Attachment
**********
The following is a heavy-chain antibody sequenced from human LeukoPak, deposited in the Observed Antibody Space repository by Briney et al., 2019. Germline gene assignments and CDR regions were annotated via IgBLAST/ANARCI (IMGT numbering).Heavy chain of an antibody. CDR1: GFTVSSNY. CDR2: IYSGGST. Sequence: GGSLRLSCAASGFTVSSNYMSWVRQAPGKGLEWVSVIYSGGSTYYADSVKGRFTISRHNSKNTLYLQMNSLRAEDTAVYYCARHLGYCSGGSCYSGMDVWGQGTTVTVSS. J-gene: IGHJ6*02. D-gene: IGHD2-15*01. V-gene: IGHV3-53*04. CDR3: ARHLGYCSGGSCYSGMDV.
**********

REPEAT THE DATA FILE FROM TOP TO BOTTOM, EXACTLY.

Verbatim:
The following is a heavy-chain antibody sequenced from human LeukoPak, deposited in the Observed Antibody Space repository by Briney et al., 2019. Germline gene assignments and CDR regions were annotated via IgBLAST/ANARCI (IMGT numbering).Heavy chain of an antibody. CDR1: GFTVSSNY. CDR2: IYSGGST. Sequence: GGSLRLSCAASGFTVSSNYMSWVRQAPGKGLEWVSVIYSGGSTYYADSVKGRFTISRHNSKNTLYLQMNSLRAEDTAVYYCARHLGYCSGGSCYSGMDVWGQGTTVTVSS. J-gene: IGHJ6*02. D-gene: IGHD2-15*01. V-gene: IGHV3-53*04. CDR3: ARHLGYCSGGSCYSGMDV.